After you formulate your problem and develop and ask your research question, you need to develop a search strategy to acquire information.
Brainstorm keywords related to your topic.
Identify whether you need primary, secondary, or tertiary sources.
Search existing literature to find current and relevant articles and resources to use as evidence and to answer your research question
Use library sources for full access to research literature!
Primary Sources - The first place researchers publish their research findings. Typically in the form of journal or research articles that follow a typical research article structure. The hierarchy of evidence (the evidence pyramid) is based on the type of study and and quality of evidence. Examples: Randomized Controlled Trials, Cohort Studies, Case-Control Studies, Case Reports, Qualitative Studies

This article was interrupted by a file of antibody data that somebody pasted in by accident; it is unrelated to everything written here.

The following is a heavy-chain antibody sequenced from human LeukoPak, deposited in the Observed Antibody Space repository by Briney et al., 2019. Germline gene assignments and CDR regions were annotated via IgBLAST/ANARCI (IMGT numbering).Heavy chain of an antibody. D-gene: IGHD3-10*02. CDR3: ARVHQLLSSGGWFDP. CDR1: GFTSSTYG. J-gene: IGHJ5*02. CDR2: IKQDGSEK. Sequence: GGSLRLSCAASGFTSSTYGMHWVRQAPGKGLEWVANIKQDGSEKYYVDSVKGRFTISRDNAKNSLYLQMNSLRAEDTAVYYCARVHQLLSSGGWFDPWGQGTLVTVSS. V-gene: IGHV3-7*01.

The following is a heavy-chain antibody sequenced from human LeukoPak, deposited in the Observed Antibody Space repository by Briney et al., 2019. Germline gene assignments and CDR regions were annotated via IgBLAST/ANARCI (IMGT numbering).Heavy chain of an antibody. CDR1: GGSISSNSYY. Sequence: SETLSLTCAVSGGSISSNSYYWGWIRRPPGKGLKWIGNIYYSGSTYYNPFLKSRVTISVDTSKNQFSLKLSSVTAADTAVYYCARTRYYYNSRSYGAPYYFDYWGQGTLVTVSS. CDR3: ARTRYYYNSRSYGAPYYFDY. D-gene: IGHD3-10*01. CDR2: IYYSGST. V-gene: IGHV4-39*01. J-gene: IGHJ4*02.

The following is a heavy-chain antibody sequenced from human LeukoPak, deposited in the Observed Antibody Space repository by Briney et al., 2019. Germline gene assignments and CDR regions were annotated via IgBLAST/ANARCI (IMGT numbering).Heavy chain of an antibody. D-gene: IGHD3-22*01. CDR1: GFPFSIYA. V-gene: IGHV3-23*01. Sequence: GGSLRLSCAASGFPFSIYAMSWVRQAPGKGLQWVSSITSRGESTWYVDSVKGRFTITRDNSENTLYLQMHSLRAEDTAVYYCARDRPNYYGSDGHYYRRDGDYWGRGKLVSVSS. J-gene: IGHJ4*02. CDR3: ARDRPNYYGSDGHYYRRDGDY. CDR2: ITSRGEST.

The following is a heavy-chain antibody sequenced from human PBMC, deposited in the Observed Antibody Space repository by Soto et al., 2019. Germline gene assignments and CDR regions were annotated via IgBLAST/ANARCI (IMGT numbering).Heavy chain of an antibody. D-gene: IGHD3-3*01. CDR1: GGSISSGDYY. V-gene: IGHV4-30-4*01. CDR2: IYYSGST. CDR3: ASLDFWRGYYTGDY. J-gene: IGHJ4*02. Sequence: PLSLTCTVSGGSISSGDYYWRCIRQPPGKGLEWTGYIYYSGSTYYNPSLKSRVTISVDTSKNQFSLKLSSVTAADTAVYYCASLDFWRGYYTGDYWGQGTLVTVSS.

Secondary Sources - Summarizes primary research. Collates and evaluates research to answer a clinical question. Often this may involve a clinician reviewing research to answer a clinical question. Examples: Systematic Reviews, Meta-Analyses, Evidence-Based Guidelines, Some Clinical Database entries
Tertiary Sources - Health information sources that collate research literature from multiple sources. Evidence may be lacking currency compared to primary sources. Examples: Most guidelines and society statements, Most Clinical Database entries, Clinical Textbooks, Narrative Reviews
Sample topic: Is patient education effective in reducing COPD among smokers?
Identify the concepts in your topic:
Use a dictionary, thesaurus, textbook, database or CINAHL Headings to find alternative search terms:
Truncate words to increase your search results
Proximity searching decreases your search results
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